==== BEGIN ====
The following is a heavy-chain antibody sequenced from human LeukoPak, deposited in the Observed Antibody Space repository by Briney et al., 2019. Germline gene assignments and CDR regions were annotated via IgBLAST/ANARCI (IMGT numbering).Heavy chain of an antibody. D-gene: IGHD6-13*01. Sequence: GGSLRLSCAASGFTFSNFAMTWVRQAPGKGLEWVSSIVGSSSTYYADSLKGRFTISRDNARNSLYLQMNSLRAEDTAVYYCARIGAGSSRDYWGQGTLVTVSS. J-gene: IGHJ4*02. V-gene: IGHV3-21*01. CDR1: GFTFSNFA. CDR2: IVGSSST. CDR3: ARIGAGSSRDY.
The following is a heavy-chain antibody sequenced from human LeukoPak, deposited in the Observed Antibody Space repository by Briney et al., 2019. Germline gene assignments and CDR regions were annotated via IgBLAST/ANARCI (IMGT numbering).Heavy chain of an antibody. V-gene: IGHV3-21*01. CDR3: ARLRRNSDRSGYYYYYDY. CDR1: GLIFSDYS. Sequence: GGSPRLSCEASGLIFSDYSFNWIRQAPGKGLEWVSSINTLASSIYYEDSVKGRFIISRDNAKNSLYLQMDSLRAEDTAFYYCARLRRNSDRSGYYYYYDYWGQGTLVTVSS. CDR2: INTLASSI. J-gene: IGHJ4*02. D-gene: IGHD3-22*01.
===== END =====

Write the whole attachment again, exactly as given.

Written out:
The following is a heavy-chain antibody sequenced from human LeukoPak, deposited in the Observed Antibody Space repository by Briney et al., 2019. Germline gene assignments and CDR regions were annotated via IgBLAST/ANARCI (IMGT numbering).Heavy chain of an antibody. D-gene: IGHD6-13*01. Sequence: GGSLRLSCAASGFTFSNFAMTWVRQAPGKGLEWVSSIVGSSSTYYADSLKGRFTISRDNARNSLYLQMNSLRAEDTAVYYCARIGAGSSRDYWGQGTLVTVSS. J-gene: IGHJ4*02. V-gene: IGHV3-21*01. CDR1: GFTFSNFA. CDR2: IVGSSST. CDR3: ARIGAGSSRDY.
The following is a heavy-chain antibody sequenced from human LeukoPak, deposited in the Observed Antibody Space repository by Briney et al., 2019. Germline gene assignments and CDR regions were annotated via IgBLAST/ANARCI (IMGT numbering).Heavy chain of an antibody. V-gene: IGHV3-21*01. CDR3: ARLRRNSDRSGYYYYYDY. CDR1: GLIFSDYS. Sequence: GGSPRLSCEASGLIFSDYSFNWIRQAPGKGLEWVSSINTLASSIYYEDSVKGRFIISRDNAKNSLYLQMDSLRAEDTAFYYCARLRRNSDRSGYYYYYDYWGQGTLVTVSS. CDR2: INTLASSI. J-gene: IGHJ4*02. D-gene: IGHD3-22*01.